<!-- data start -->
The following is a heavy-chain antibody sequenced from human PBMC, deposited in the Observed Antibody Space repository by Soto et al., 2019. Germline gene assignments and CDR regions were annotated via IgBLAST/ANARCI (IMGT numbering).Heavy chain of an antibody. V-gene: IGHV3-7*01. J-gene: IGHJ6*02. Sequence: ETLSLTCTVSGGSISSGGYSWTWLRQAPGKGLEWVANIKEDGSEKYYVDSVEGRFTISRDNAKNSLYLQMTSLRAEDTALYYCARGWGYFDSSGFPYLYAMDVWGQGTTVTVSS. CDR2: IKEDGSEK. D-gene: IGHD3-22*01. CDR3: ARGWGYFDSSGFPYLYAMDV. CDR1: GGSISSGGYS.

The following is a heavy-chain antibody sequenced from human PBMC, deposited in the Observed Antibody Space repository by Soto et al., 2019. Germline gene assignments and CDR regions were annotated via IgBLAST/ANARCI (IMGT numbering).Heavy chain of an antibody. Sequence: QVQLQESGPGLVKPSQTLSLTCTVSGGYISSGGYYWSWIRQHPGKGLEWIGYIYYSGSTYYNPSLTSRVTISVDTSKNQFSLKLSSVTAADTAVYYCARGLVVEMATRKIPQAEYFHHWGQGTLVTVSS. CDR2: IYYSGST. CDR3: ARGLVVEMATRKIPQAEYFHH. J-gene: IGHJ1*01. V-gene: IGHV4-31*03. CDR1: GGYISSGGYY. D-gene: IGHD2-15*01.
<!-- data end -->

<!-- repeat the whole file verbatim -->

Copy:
The following is a heavy-chain antibody sequenced from human PBMC, deposited in the Observed Antibody Space repository by Soto et al., 2019. Germline gene assignments and CDR regions were annotated via IgBLAST/ANARCI (IMGT numbering).Heavy chain of an antibody. V-gene: IGHV3-7*01. J-gene: IGHJ6*02. Sequence: ETLSLTCTVSGGSISSGGYSWTWLRQAPGKGLEWVANIKEDGSEKYYVDSVEGRFTISRDNAKNSLYLQMTSLRAEDTALYYCARGWGYFDSSGFPYLYAMDVWGQGTTVTVSS. CDR2: IKEDGSEK. D-gene: IGHD3-22*01. CDR3: ARGWGYFDSSGFPYLYAMDV. CDR1: GGSISSGGYS.

The following is a heavy-chain antibody sequenced from human PBMC, deposited in the Observed Antibody Space repository by Soto et al., 2019. Germline gene assignments and CDR regions were annotated via IgBLAST/ANARCI (IMGT numbering).Heavy chain of an antibody. Sequence: QVQLQESGPGLVKPSQTLSLTCTVSGGYISSGGYYWSWIRQHPGKGLEWIGYIYYSGSTYYNPSLTSRVTISVDTSKNQFSLKLSSVTAADTAVYYCARGLVVEMATRKIPQAEYFHHWGQGTLVTVSS. CDR2: IYYSGST. CDR3: ARGLVVEMATRKIPQAEYFHH. J-gene: IGHJ1*01. V-gene: IGHV4-31*03. CDR1: GGYISSGGYY. D-gene: IGHD2-15*01.